When an incumbent runs for office, all citizens should consider where their country stands in their eyes at that moment compared to the same time during the former election. In our current election cycle, civil unrest continues to rise. Our nation’s media works to obscure much of that with additional help by the COVID-19 pandemic. Added to all else that happens during our daily lives, it is easy to forget how much has changed.
Let’s compare our current reality to that of October 2015 when the Obama presidency wound down. We helped to broker the Iranian nuclear weapons program, The Iran Nuclear Deal. This was a multilateral pact between the US, Iran, and our allies, which provided compliance for a profuse number of site visits to verify cooperation. When Trump took office, liberals and moderates feared his chaotic administration would blunder into a war. And they weren’t far from the mark.
Obsessed with erasing Barack Obama’s legacy, he reneged on the deal. Not only did the US withdraw from the treaty, but we have also exchanged fire with Iran with casualties on both sides. By any standard, that makes the world and America significantly less safe than at the end of 2015.
What about the economy? Unemployment today stands at 7.9 percent. In October 2015, after many months of sustained recovery, we were at 5 percent. When we multiply that difference by a US workforce of 165 million, that’s an additional FIVE MILLION Americans unemployed today—a number equal to the entire population of South Carolina. That the stock market remains strong during this time should be an alarm call, not a bright spot. The wealthiest Americans own the largest part of those stocks. That wealth insulates them, and it provides them new opportunities to bolster their profit. The rest of us, without pools of cash to invest, continue to suffer.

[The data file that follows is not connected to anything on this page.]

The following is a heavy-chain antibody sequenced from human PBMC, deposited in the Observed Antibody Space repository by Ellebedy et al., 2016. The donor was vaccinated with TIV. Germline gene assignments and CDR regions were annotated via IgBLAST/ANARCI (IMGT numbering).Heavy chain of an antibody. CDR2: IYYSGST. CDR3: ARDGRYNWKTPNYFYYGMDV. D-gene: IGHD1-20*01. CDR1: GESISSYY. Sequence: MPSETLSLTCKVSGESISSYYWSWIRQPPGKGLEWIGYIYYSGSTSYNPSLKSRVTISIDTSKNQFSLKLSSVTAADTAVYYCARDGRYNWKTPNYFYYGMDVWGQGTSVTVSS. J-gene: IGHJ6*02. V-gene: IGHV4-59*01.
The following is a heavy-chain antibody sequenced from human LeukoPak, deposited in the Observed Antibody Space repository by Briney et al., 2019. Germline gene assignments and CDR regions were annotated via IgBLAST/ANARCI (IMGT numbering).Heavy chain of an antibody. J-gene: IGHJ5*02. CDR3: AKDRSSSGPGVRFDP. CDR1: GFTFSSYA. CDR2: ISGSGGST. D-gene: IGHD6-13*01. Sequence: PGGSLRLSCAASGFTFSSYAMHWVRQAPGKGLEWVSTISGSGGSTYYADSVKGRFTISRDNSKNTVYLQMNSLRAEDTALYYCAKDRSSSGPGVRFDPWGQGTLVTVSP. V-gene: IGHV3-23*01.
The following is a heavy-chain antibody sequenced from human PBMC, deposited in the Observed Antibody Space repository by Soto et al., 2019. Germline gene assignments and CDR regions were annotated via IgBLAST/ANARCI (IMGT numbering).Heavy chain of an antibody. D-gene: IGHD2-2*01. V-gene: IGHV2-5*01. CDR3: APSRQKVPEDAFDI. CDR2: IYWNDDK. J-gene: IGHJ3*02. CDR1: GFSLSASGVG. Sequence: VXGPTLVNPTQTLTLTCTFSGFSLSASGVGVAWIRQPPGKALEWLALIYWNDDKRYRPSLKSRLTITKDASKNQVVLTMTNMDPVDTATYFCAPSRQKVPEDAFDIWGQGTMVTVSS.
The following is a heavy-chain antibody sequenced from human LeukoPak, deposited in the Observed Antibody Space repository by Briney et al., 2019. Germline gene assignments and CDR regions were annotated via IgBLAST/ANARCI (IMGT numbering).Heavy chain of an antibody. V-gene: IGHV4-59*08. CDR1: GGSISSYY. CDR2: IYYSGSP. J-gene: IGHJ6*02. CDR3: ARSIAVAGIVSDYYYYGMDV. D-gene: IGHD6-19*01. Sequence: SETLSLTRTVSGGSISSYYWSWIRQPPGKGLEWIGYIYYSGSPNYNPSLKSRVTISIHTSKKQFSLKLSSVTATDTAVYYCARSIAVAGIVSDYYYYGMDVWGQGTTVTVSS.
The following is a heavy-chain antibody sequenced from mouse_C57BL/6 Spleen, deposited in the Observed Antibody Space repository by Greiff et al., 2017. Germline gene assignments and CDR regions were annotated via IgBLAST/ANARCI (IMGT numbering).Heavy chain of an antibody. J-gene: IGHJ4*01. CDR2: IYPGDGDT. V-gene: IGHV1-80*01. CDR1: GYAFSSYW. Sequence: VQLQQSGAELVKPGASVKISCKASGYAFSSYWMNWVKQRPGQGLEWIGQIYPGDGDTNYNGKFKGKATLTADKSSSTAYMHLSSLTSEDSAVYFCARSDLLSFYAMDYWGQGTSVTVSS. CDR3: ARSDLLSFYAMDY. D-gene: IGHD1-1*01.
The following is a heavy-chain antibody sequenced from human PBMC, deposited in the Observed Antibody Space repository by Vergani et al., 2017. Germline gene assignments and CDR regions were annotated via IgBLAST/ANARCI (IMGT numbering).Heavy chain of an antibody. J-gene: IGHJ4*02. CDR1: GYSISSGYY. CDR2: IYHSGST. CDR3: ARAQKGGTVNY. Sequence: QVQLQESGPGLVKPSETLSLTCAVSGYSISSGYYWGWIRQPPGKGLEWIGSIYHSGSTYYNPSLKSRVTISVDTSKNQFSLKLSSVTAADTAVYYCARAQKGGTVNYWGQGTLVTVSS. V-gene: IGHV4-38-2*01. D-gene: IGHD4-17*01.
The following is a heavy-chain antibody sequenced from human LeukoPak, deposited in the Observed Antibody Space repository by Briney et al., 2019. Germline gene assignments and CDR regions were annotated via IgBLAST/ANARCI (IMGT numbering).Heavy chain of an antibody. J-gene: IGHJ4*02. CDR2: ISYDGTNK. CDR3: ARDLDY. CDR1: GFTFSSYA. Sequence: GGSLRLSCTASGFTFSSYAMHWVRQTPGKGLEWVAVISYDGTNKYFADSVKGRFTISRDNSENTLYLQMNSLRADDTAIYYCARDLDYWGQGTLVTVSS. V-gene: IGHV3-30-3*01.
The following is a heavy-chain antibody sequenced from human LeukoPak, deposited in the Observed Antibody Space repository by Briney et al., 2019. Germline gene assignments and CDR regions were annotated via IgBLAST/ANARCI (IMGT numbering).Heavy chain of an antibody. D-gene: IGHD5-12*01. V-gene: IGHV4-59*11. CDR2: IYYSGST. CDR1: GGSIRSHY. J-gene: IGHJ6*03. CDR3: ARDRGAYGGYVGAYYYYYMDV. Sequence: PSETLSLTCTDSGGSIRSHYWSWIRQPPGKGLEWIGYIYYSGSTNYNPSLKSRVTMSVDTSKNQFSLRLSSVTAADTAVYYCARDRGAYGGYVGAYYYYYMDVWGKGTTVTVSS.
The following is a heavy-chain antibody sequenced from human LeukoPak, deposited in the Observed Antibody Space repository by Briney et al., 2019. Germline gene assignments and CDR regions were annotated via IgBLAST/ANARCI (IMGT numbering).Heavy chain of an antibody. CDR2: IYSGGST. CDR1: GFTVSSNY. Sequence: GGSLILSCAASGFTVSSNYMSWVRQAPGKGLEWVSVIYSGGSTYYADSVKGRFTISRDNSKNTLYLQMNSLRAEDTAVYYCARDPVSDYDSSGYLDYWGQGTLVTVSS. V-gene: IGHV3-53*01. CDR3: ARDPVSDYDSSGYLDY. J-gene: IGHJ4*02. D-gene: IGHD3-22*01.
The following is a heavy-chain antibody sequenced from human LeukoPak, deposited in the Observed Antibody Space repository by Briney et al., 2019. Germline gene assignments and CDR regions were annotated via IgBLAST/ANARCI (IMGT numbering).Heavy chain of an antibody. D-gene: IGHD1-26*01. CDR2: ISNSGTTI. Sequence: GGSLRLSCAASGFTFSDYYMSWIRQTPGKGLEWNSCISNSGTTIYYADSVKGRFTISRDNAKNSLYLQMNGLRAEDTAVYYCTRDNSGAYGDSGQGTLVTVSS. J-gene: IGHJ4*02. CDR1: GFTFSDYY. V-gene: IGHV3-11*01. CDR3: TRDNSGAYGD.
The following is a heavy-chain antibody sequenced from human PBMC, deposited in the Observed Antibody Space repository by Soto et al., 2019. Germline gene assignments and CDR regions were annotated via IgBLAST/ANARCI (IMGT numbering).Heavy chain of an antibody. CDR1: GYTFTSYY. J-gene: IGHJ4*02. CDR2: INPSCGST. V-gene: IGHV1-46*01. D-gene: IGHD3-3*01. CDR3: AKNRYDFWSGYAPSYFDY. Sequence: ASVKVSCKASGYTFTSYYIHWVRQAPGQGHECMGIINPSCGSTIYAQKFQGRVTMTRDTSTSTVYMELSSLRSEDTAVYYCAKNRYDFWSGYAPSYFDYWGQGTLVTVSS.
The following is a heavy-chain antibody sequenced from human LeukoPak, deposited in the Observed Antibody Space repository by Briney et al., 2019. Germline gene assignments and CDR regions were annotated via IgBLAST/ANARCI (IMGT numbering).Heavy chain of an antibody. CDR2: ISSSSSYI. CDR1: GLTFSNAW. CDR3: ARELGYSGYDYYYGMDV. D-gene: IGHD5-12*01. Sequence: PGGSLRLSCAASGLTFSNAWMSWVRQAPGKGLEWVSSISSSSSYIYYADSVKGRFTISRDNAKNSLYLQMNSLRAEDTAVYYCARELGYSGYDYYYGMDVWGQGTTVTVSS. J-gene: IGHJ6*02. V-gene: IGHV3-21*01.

In 2015, Americans overall had free reign over global travel and could go anywhere, except for a few unstable states that the State Department warned travelers to avoid. Today, we are unwelcome in Europe or Canada.
In 2015, the United States had the undisputed foremost position in the world. Today, many world leaders distance themselves from American delegations at global forums. Some of our staunchest allies now consider the leaders or Russia and China, our top global rivals, to be more trustworthy and powerful.
Finally, there is the COVID-19 pandemic. As of this post, the US Corona death toll stands at 223,000. Only more impoverished nations such as Brazil and India even come close to that number. As of yesterday, the United States had 75,000 new Coronavirus cases, a shocking 19% of the world total. We also have 20% of the world’s Corona deaths, despite only having 5% of the global population. Apologists for this administration can’t hide from those numbers. Other nations, small and large, rich and poor, have uniformly mounted a more effective response. Even nations with repressive governments, China as an example, which initially treated the virus as a public relations problem, quickly retreated to more pragmatic tactics when the death toll mounted. But not us.
As a result, today’s average American is poorer and faces greater danger from both war and the pandemic than in October of 2015. Let’s hope we can reconvene here in four years and talk about how much better things are going. As it has always been, it’s up to us—every American citizen—to turn this around. And we can begin that change by voting Mr. Biden in as our new president.